Yale University, home to the top- performing endowment, paid Chief Investment Officer David Swensen $3.7 million in 2008, less than the five top-earning money managers at Harvard University.
Swensen’s compensation included $781,570 in salary and a bonus of $2.9 million, according to tax documents filed this month by Yale. That was a 31 percent increase over 2007. Andrew Wiltshire, the fifth best-paid endowment manager at Harvard, made $3.9 million in 2008.
Yale’s endowment stood at $1 billion when Swensen took over in 1985 and had climbed to $22.9 billion by June 2008. In the next 12 months, the financial crisis led to record investment losses, layoffs and project delays at U.S. universities. Yale’s investments fell 25 percent, leaving the fund at $16 billion.
“His compensation reflects the significant contribution he has made and continues to make to Yale,” Tom Conroy, a spokesman for the university in New Haven, Connecticut, said today in an e-mail. He said Swensen declined to comment.
Yale’s endowment gained an average of 12 percent in the decade ended June 2009, compared with the 8.9 percent return at Harvard, in Cambridge, Massachusetts, the wealthiest U.S. school, and the 3.9 increase by the Standard & Poor’s 500 Index.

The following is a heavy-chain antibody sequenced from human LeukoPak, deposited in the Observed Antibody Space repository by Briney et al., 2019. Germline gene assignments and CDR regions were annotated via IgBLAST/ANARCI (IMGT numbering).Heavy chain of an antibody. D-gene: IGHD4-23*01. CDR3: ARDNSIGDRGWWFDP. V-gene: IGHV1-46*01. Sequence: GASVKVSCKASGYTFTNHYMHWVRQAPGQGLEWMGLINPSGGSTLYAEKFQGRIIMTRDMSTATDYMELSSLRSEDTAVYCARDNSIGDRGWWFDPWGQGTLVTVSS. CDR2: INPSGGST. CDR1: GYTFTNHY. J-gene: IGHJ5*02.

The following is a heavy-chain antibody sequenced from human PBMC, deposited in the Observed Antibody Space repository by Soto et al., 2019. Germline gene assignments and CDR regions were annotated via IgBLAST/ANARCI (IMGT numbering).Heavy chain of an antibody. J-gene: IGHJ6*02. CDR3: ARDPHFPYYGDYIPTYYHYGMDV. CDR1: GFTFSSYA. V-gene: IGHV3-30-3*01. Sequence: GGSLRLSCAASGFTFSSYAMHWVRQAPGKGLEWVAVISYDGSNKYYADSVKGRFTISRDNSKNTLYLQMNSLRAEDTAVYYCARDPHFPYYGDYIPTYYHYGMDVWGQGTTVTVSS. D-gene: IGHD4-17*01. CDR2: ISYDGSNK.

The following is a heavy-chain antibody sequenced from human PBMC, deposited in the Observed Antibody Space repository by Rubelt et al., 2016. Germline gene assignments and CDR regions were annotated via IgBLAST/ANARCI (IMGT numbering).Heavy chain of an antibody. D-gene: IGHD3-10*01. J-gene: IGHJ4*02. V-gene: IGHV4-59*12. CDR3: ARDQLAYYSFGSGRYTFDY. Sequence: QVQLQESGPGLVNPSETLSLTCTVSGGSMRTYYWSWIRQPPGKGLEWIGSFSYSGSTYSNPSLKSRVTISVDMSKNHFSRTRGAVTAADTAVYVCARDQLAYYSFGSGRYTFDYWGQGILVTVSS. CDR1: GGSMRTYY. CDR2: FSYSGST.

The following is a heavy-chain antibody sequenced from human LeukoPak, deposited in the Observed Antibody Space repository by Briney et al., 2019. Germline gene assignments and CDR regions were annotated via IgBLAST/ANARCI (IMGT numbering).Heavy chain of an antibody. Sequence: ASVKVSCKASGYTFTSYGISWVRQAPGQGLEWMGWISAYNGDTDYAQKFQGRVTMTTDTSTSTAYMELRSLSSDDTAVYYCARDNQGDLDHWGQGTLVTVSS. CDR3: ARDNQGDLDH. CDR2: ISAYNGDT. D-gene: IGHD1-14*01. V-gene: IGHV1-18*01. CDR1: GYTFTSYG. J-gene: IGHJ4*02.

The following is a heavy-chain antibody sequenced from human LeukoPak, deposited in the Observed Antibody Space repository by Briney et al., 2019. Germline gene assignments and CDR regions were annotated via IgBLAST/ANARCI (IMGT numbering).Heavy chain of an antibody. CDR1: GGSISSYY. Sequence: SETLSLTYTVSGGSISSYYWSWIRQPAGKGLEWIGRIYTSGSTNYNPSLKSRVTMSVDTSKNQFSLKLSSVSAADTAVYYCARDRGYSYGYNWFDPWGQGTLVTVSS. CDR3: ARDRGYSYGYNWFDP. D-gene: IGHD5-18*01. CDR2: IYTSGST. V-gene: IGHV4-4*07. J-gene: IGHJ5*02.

Swensen, 56, pioneered an investing style that helped endowments beat market indexes by relying on assets such as commodities, real estate and private equity. Some of those hard- to-sell holdings fell more than public stocks and bonds following the collapse of the U.S. housing market in 2007.
Swensen’s investment model has worked “spectacularly well,” Richard Levin, Yale’s president, said in an interview last year. The endowments of Princeton University, in Princeton, New Jersey, and the Massachusetts Institute of Technology, in Cambridge, are managed by Swensen protégés Andrew Golden and Seth Alexander, respectively.
Yale invests the bulk of its money with outside managers, except for the 4 percent of assets allocated to bonds, which are overseen inhouse. Harvard, which has assigned 30 percent of its portfolio to internal managers, has been expanding that team for more flexibility and control over its fund.
John Longbrake, a Harvard spokesman, declined to comment on the differences between Harvard and Yale compensation.
Swensen is eligible to receive an additional $1.5 million in deferred pay, an amount which may rise or fall based on the performance of Yale’s investments, according to the tax filing.
Dean Takahashi, Swensen’s senior director for investments, was paid $2.4 million in 2008 and is eligible for $1 million in deferred compensation, the filing shows. Levin received $1.2 million in salary, bonus and other compensation, and deferred pay was $328,250.
Harvard’s highest-paid manager in 2008 was Stephen Blyth, then the managing director for international fixed income. Blyth, who was promoted last year to the head of internal portfolio management, received $6.4 million. Jane Mendillo, who became president and chief executive officer of the Harvard Management Co. in July 2008, was paid $999,114 for her first six months.